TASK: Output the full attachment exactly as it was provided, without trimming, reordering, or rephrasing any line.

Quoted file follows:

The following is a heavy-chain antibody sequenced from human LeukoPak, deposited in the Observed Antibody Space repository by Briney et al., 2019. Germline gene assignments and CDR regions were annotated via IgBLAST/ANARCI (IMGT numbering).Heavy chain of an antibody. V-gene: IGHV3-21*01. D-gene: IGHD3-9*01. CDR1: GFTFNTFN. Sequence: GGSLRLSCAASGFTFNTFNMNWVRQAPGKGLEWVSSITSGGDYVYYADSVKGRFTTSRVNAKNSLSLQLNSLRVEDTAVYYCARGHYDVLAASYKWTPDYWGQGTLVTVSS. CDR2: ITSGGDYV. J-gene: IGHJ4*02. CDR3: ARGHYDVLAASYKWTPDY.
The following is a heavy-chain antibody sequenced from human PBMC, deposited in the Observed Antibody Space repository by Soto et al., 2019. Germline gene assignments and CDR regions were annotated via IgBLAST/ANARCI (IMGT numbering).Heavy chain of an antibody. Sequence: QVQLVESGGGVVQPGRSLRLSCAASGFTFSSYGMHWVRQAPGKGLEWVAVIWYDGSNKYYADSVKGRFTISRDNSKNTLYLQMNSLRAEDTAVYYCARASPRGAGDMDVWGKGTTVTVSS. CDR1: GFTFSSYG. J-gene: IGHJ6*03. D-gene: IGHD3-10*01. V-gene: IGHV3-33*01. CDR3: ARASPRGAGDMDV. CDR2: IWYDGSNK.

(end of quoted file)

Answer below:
The following is a heavy-chain antibody sequenced from human LeukoPak, deposited in the Observed Antibody Space repository by Briney et al., 2019. Germline gene assignments and CDR regions were annotated via IgBLAST/ANARCI (IMGT numbering).Heavy chain of an antibody. V-gene: IGHV3-21*01. D-gene: IGHD3-9*01. CDR1: GFTFNTFN. Sequence: GGSLRLSCAASGFTFNTFNMNWVRQAPGKGLEWVSSITSGGDYVYYADSVKGRFTTSRVNAKNSLSLQLNSLRVEDTAVYYCARGHYDVLAASYKWTPDYWGQGTLVTVSS. CDR2: ITSGGDYV. J-gene: IGHJ4*02. CDR3: ARGHYDVLAASYKWTPDY.
The following is a heavy-chain antibody sequenced from human PBMC, deposited in the Observed Antibody Space repository by Soto et al., 2019. Germline gene assignments and CDR regions were annotated via IgBLAST/ANARCI (IMGT numbering).Heavy chain of an antibody. Sequence: QVQLVESGGGVVQPGRSLRLSCAASGFTFSSYGMHWVRQAPGKGLEWVAVIWYDGSNKYYADSVKGRFTISRDNSKNTLYLQMNSLRAEDTAVYYCARASPRGAGDMDVWGKGTTVTVSS. CDR1: GFTFSSYG. J-gene: IGHJ6*03. D-gene: IGHD3-10*01. V-gene: IGHV3-33*01. CDR3: ARASPRGAGDMDV. CDR2: IWYDGSNK.